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Flatouthruthefog

Driving Own Car In Burma

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Hello everyone,

Finally I like to provide some feedback about our successful and great road trip (with own vehicles) through Myanmar hosted by Mutu from myanmarexperttours.com in October 2014.

Upon booking our travel group consisted of six people travelling in three cars (all 4WD).

Crossing the border from Mae Sot (Thailand) to Myawaddy (Myanmar) took three hours in total (basically because of slow working customs and queues at the counters). When crossing the bridge you switch from left-hand driving to right-hand driving. Read here why:

http://en.wikipedia.org/wiki/Right-_and_left-hand_traffic#Burma_.28Myanmar.29

On the Myanmar side we were welcomed by Ye, who is a Burmese travel guide and was hired by Mutu and by the MTT official who also is an experienced and relaxed guy and basically responsible to notify the ministry about our movements. They provided ‘temporary number plates’ which we had to place on the windscreen. After changing some money (change rates for USD in MMK were pretty good) we left Myawaddy and fortunately we were allowed to pass the customs bay behind town without the cars getting checked. We then started the first stage of our tour to Kin Pun, a village at the base of Kyaiktiyo Golden Rock (on the way there we did a short stop at a pagoda near Thaton). The single line road between Myawaddy and Kawkareik which is only open every second day (oncoming traffic the other day) is very windy, often unpaved and trucks are slow and there are only few spots allowing to pass them. You pass several military checkpoints along the way. You definitely have to be at the border very early to actually finish this stage of the tour on time (we arrived in darkness and most Burmese drive without using lights at all!). We skipped visiting the Golden Rock in the following morning and moved on to the capital Nay Pyi Taw with a stop at the market in Waw. The two-lane highway is very good and allows cars to drive 120 km/h. Nay Pyi Daw is a clean city with heaps of empty hotels and roads. Seeing the government buildings was not possible. On the afternoon of our arrival we visited the Uppatasanti pagoda which was inspired by the famous Shwedagon pagoda. As a tourist we found this a very nice place and unlike Shwedagon there are no crowds of people.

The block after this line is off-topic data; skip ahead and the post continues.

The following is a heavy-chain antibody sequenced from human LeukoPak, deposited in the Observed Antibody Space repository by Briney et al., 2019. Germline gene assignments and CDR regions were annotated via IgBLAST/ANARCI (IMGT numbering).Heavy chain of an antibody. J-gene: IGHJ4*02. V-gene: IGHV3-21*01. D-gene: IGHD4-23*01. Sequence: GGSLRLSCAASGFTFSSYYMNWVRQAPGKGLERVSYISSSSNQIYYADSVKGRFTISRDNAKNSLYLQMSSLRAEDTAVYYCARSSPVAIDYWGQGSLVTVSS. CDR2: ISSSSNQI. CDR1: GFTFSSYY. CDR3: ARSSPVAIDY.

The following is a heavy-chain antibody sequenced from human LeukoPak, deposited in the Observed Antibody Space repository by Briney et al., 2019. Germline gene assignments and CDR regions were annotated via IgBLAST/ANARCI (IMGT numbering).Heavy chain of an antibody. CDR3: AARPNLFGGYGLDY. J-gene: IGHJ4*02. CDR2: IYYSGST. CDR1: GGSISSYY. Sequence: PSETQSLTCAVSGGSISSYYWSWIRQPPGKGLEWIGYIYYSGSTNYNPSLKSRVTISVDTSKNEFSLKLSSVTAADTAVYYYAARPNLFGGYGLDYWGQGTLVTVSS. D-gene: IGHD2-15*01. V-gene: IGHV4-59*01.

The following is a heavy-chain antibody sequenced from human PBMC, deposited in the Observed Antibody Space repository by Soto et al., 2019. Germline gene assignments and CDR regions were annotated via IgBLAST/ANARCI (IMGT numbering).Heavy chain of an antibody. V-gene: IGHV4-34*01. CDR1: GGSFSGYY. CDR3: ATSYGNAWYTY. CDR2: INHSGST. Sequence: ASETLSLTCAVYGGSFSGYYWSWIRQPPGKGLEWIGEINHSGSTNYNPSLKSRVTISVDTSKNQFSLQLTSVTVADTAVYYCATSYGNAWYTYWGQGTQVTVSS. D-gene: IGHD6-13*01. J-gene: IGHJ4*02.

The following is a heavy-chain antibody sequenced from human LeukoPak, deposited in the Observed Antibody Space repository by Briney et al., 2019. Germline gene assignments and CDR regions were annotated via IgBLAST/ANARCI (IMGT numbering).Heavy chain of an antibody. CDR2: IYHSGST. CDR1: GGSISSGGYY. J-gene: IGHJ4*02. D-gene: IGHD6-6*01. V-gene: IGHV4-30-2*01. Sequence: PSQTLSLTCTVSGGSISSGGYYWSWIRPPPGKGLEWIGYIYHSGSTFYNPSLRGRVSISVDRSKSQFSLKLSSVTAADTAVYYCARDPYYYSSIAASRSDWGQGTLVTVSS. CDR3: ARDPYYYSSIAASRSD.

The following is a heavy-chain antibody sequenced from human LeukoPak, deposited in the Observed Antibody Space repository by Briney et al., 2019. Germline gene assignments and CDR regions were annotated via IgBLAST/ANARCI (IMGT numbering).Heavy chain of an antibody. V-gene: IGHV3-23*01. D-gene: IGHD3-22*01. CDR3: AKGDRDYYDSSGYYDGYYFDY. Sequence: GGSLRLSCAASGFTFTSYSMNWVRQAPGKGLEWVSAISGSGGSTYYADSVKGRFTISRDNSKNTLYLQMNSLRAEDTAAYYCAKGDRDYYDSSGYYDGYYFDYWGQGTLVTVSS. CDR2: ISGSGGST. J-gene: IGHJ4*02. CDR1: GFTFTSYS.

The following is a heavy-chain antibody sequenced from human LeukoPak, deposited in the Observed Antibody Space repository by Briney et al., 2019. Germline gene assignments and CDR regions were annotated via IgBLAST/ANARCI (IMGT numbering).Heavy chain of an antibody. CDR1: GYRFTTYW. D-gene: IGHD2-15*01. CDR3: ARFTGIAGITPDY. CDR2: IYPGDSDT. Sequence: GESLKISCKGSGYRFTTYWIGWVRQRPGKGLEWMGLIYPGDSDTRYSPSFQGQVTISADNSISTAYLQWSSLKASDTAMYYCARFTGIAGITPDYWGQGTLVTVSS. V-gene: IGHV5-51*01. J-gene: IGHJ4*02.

The Myat Mingalar hotel was a nice place to stay and we were almost the only guests at that time. In the evening another participant and I drove by ourselves to a close-by mall to get some beer and food since the hotel’s restaurant was a bit too expensive. The next day we learned that we actually were not allowed to drive without a guide in front even though having the license plate, visa, passport and so on with us. Seeing Nay Pyi Daw as foreigner was interesting albeit surreal. As we learned you cannot get here with public transport (only with a licensed tour operator). On the late afternoon around 5pm we did see a group of road workers who just finished today’s work shift and immediately were picked up by soldiers in an army truck…